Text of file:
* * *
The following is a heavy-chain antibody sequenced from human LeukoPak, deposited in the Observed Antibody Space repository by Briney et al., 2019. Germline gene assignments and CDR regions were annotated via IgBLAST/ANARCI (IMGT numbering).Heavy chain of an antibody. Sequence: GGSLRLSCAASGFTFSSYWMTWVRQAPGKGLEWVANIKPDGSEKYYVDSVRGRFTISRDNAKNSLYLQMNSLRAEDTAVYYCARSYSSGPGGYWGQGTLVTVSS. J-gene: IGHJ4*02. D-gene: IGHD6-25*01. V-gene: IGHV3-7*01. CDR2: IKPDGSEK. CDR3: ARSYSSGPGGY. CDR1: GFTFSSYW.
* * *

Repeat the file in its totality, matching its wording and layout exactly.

The following is a heavy-chain antibody sequenced from human LeukoPak, deposited in the Observed Antibody Space repository by Briney et al., 2019. Germline gene assignments and CDR regions were annotated via IgBLAST/ANARCI (IMGT numbering).Heavy chain of an antibody. Sequence: GGSLRLSCAASGFTFSSYWMTWVRQAPGKGLEWVANIKPDGSEKYYVDSVRGRFTISRDNAKNSLYLQMNSLRAEDTAVYYCARSYSSGPGGYWGQGTLVTVSS. J-gene: IGHJ4*02. D-gene: IGHD6-25*01. V-gene: IGHV3-7*01. CDR2: IKPDGSEK. CDR3: ARSYSSGPGGY. CDR1: GFTFSSYW.